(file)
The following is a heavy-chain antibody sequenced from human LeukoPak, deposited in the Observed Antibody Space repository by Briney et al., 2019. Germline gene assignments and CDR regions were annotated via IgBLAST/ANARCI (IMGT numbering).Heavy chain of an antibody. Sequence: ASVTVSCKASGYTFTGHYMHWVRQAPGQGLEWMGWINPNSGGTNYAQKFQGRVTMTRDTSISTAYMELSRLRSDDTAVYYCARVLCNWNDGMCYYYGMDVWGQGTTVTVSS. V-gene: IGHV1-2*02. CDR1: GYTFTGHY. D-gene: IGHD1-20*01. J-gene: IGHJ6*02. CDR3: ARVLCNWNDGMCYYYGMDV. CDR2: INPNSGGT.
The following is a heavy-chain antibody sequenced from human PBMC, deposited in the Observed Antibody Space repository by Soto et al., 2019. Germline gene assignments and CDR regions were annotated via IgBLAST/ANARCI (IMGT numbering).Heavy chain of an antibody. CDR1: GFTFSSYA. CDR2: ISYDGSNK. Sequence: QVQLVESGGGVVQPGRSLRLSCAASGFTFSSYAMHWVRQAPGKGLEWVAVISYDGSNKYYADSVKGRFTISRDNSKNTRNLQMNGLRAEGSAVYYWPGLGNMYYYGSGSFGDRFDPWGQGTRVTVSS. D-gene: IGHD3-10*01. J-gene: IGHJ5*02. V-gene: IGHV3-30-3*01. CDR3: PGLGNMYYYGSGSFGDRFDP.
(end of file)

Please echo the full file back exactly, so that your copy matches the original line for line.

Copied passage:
The following is a heavy-chain antibody sequenced from human LeukoPak, deposited in the Observed Antibody Space repository by Briney et al., 2019. Germline gene assignments and CDR regions were annotated via IgBLAST/ANARCI (IMGT numbering).Heavy chain of an antibody. Sequence: ASVTVSCKASGYTFTGHYMHWVRQAPGQGLEWMGWINPNSGGTNYAQKFQGRVTMTRDTSISTAYMELSRLRSDDTAVYYCARVLCNWNDGMCYYYGMDVWGQGTTVTVSS. V-gene: IGHV1-2*02. CDR1: GYTFTGHY. D-gene: IGHD1-20*01. J-gene: IGHJ6*02. CDR3: ARVLCNWNDGMCYYYGMDV. CDR2: INPNSGGT.
The following is a heavy-chain antibody sequenced from human PBMC, deposited in the Observed Antibody Space repository by Soto et al., 2019. Germline gene assignments and CDR regions were annotated via IgBLAST/ANARCI (IMGT numbering).Heavy chain of an antibody. CDR1: GFTFSSYA. CDR2: ISYDGSNK. Sequence: QVQLVESGGGVVQPGRSLRLSCAASGFTFSSYAMHWVRQAPGKGLEWVAVISYDGSNKYYADSVKGRFTISRDNSKNTRNLQMNGLRAEGSAVYYWPGLGNMYYYGSGSFGDRFDPWGQGTRVTVSS. D-gene: IGHD3-10*01. J-gene: IGHJ5*02. V-gene: IGHV3-30-3*01. CDR3: PGLGNMYYYGSGSFGDRFDP.